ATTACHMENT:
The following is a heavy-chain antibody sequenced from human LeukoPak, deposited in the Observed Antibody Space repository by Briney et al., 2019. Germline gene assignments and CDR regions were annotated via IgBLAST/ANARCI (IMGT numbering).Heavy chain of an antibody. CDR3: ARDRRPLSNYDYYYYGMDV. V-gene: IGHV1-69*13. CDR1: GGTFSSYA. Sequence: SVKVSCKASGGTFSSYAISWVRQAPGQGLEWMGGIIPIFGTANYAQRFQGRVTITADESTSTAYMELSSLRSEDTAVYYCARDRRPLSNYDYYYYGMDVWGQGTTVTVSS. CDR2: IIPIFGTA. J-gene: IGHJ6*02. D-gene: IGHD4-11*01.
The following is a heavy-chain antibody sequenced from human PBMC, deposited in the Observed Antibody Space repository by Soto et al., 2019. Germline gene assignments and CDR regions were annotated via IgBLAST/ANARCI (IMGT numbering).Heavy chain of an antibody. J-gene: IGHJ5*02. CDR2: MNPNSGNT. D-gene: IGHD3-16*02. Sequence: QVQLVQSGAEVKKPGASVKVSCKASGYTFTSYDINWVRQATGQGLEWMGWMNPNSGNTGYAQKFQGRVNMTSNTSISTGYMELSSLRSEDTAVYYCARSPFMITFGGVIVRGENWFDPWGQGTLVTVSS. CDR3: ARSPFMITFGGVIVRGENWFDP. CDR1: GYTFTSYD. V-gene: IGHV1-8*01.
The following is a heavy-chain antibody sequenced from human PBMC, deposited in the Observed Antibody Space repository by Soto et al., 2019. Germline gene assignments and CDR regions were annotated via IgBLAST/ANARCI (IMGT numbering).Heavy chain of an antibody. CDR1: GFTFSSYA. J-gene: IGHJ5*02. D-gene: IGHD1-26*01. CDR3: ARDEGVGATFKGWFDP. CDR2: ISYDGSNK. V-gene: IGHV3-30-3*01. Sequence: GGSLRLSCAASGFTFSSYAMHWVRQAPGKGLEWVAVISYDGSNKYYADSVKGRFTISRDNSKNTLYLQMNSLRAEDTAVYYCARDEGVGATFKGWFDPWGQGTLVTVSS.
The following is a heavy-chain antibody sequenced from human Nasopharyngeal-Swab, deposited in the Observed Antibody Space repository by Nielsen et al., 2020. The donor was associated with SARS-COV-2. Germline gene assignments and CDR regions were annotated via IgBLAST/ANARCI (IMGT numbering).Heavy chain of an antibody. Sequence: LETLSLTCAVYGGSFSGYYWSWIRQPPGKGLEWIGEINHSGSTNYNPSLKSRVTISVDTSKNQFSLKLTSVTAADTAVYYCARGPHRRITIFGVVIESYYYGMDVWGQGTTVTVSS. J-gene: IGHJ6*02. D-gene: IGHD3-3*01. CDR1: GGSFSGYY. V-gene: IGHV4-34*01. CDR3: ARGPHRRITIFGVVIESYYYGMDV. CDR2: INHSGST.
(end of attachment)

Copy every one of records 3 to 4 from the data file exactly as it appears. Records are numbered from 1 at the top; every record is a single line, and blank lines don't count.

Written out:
The following is a heavy-chain antibody sequenced from human PBMC, deposited in the Observed Antibody Space repository by Soto et al., 2019. Germline gene assignments and CDR regions were annotated via IgBLAST/ANARCI (IMGT numbering).Heavy chain of an antibody. CDR1: GFTFSSYA. J-gene: IGHJ5*02. D-gene: IGHD1-26*01. CDR3: ARDEGVGATFKGWFDP. CDR2: ISYDGSNK. V-gene: IGHV3-30-3*01. Sequence: GGSLRLSCAASGFTFSSYAMHWVRQAPGKGLEWVAVISYDGSNKYYADSVKGRFTISRDNSKNTLYLQMNSLRAEDTAVYYCARDEGVGATFKGWFDPWGQGTLVTVSS.
The following is a heavy-chain antibody sequenced from human Nasopharyngeal-Swab, deposited in the Observed Antibody Space repository by Nielsen et al., 2020. The donor was associated with SARS-COV-2. Germline gene assignments and CDR regions were annotated via IgBLAST/ANARCI (IMGT numbering).Heavy chain of an antibody. Sequence: LETLSLTCAVYGGSFSGYYWSWIRQPPGKGLEWIGEINHSGSTNYNPSLKSRVTISVDTSKNQFSLKLTSVTAADTAVYYCARGPHRRITIFGVVIESYYYGMDVWGQGTTVTVSS. J-gene: IGHJ6*02. D-gene: IGHD3-3*01. CDR1: GGSFSGYY. V-gene: IGHV4-34*01. CDR3: ARGPHRRITIFGVVIESYYYGMDV. CDR2: INHSGST.